Next, the screws provided on the kit may or may not actually fit in your car. In my case they did not so I reused the ones that were holding the previous belt in place. The ones installed from the factory are not your normal screws; you may not have the correct tool in your tool box. I happened to get lucky and have the correct torx socket.

Lastly, don’t be afraid to modify to fit. In my case the belt latch attached to the seat (You will have to remove the seat) had a key that the OEM belt used for alignment. The universal latch had no such key. Not a problem for one of my favorite air-tools, the cut off wheel.  I cut off the key and the new latch installed fine.

All in all the removal and install was not hard, more discovery than anything else. The one thing I have never liked to do is remove interior trim panels and I had to remove a few to get to all the components. The snaps are never the same once you remove them for the first time so the panels never fit exact ever again. These were not the worst I have seen but they are definitely meant to be installed once and left alone.

 Posted by at 10:45 pm
Apr 222011

Last August as football season was about to start I made a decision to purchase a car and put the Corvette in the garage. There were several factors that forced me into this decision:

  • The gear required for football was starting to overflow the small storage area available in the Corvette.
  • My daughter is about to turn 16 and I figure this car would be for her after I drive it for a year and am comfortable with its reliability.
  • The AC stopped working in the Corvette and it is August in Texas after all.

After a short search looking for small to mid-sized cars I realized that the small car market was a sellers market. The cars I was looking for just felt over priced for what you get. Specifically Chevy Malibu, Ford Focus, Mazda 3 and even a few of the compacts like the Dodge Neon. Then I ran across a listing for a Ford Taurus; A larger four door car than the Ford Focus but half the price for a similar year and mileage. This felt a little off so I refined my search for 5 year old Ford Taurus’ with average mileage and found that they were everywhere at what I felt were below a market prices. I took a test drive and pulled the trigger. These are great cars, there are millions of them on the road and a used one was most likely owned by a grandma somewhere. This leads to abundance in spare parts and a fleet of low mile used cars to choose from.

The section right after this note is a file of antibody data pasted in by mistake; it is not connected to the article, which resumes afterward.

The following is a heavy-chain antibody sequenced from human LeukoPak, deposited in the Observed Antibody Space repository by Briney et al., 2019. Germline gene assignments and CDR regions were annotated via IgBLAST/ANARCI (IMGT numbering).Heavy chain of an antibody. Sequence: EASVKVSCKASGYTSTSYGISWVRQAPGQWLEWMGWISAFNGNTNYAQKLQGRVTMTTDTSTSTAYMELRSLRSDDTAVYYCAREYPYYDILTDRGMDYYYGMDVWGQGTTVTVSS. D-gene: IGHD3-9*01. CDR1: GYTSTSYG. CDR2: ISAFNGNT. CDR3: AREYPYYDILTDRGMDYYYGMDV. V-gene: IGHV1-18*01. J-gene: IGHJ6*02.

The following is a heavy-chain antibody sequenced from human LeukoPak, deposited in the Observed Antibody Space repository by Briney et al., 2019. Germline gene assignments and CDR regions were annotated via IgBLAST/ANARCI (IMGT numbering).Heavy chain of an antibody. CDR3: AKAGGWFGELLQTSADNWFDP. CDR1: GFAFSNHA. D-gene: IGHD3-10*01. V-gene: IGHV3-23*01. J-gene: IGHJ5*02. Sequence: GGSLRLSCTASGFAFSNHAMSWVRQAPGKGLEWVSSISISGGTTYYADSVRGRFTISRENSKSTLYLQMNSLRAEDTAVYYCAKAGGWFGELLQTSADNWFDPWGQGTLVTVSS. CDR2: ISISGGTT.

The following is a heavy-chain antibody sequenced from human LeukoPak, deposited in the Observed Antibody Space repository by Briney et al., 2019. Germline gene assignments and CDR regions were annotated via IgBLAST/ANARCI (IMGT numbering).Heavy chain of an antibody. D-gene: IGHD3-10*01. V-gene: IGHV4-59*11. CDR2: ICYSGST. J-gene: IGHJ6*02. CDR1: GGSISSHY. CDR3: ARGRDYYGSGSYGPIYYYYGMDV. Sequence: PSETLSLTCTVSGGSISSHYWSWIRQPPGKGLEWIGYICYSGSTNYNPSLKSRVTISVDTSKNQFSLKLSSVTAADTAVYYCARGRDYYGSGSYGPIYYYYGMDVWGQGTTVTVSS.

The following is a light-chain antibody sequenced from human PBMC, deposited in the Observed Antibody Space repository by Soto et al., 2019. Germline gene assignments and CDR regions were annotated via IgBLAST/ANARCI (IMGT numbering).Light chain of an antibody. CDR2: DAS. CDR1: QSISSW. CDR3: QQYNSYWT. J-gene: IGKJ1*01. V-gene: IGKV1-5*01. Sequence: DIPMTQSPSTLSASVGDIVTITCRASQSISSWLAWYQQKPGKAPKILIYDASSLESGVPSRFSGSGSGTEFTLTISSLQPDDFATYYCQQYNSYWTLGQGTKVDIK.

This leads me to the irony of the repair I was faced with at the beginning of summer this year. The AC stopped working in the Taurus. How unlucky is this, one of the top reasons for getting the car and I was right back to sweating in rush hour traffic. I know very little about the automotive AC system. Do I have time to become an expert at something else. I finally had a free weekend and decided to dig in and see how it goes.